The relationship between posttraumatic symptoms and African American male students' third grade reading scores on standardized tests



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The purpose of this quantitative study was to examine the relationship between posttraumatic symptoms and the third grade reading achievement of African American males on standardized tests. Parents of retained third grade and current fourth grade African American male students (n = 85) of two schools in Southeast Texas completed the Trauma Symptom Checklist for Young Children (TSCYC). Analysis included scores from the TSCYC and reading scale scores on the State of Texas Assessments of Academic Readiness (STAAR) for each student.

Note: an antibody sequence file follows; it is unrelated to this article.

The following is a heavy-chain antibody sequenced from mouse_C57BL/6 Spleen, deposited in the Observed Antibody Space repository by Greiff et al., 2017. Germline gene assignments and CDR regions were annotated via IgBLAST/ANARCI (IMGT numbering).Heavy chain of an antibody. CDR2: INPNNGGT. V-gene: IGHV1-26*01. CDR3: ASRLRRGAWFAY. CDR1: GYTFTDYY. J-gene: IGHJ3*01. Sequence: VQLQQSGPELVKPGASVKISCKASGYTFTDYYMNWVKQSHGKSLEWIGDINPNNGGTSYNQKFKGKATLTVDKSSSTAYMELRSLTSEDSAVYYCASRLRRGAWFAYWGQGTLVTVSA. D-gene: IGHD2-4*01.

Four multiple regression analyses were conducted and resulted with the first hypothesis being partially accepted as posttraumatic symptom scales significantly predicted reading scale scores, r2 = .24, p < .03, with posttraumatic intrusion in the non-clinical group significantly predicting reading scale scores (sr2 = .15). The second hypothesis was partially accepted with trauma-related symptoms where the overall model was statistically significant, r2 = .28, p < .01, with anger/aggression having the greatest impact. There was no significant effect on reading scale scores in the clinical group. These findings have implications for school counselors, clinicians, counselor educators, teachers, and administrators.



Youth trauma, Adverse childhood experiences, Standardized tests, Developmental trauma, Transgenerational trauma, Posttraumatic slave syndrome, School counselors, Trauma informed care